TPD and real capacity to obtain alternative employment
Published 19 Aug 2014
Our client, Mrs C had been employed as a process worker and machine operator for many years. In addition, she was also employed as a book keeper and kitchen hand concurrently.
The duties of her process worker role required her to constantly and continually lift moderate to heavy items throughout her shift and she had undertaken these duties on a full time basis for over 10 years. Over time our client suffered from an injury to her left shoulder which unfortunately caused further difficulties to her right shoulder due to over dependence after the injury.
The income protection insurance claim was lodged and the insurer alluded to the clients ability to obtain alternative employment in the food preparation industry or light office work. Given the severity of our client’s injury, she has been unable to return to any work due to constant pain and restriction. She may on ‘paper’ have a capacity to undertake light alternative employment however realistically, our client was unable to obtain any real employment in the open labour market due to her injuries, constant pain and restriction.
Our client had been in receipt of payments from her workers compensation insurer and had tried on many occasions to obtain employment in line with her physical restrictions to not only comply with the requirements of her workers compensation insurer but also because she did want to work. Her efforts proved fruitless however the records she had kept did indicate that she was not competitive with other job seekers in the open labour market. Additionally, our client resided in a rural area and opportunities for employment were minimal.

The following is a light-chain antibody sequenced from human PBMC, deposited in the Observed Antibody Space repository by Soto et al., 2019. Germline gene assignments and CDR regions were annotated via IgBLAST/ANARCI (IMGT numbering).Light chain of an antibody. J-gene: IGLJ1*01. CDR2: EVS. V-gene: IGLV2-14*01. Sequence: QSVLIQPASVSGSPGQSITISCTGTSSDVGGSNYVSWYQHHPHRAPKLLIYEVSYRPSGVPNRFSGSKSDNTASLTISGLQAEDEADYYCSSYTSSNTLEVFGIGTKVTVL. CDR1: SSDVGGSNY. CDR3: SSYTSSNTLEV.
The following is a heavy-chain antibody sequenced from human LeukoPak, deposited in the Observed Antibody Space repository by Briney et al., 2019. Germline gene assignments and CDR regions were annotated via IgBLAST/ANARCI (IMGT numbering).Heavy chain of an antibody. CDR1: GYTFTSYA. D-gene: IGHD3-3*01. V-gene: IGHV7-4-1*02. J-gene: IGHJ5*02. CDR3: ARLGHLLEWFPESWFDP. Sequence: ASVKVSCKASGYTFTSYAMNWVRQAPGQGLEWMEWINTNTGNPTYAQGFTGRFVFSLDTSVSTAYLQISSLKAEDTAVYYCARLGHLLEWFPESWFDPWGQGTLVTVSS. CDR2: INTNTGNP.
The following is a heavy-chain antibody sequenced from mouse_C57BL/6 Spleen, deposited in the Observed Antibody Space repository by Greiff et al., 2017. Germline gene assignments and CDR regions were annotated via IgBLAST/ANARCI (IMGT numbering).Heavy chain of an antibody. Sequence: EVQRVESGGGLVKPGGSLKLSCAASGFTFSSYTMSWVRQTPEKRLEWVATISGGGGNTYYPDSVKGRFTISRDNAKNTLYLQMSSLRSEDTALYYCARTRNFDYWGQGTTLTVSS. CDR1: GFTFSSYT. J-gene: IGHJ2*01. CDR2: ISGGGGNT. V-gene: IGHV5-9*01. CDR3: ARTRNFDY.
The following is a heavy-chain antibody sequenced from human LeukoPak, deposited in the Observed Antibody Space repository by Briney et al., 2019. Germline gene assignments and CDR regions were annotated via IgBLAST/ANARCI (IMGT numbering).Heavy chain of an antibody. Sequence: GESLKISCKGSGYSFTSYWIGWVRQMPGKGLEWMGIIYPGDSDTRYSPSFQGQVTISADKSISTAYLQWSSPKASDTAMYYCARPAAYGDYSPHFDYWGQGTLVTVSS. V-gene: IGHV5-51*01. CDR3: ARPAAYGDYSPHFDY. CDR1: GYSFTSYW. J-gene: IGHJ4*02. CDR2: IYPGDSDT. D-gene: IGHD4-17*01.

The insurer considered our clients injury and restrictions however, they insisted upon her attending for a vocational assessment. This was undertaken with the assistance of our firm to ensure the assessor considered the real capacity for Mrs C to return to work and the opportunities that may or may not be available to her. Ultimately, the insurer came to the conclusion that our client was unable to return to work in the open labour market due to injury, pain, restriction and her inability to be competitive against any other candidates as well as considering her limited opportunities to obtain employment in the open labour market.
The insurance company has a responsibility to consider all the facts in your case. If they are not, then you need a specialist to assist you to ensure you receive your entitlements. Please contact one of our superannuation lawyers to discuss how we may assist you.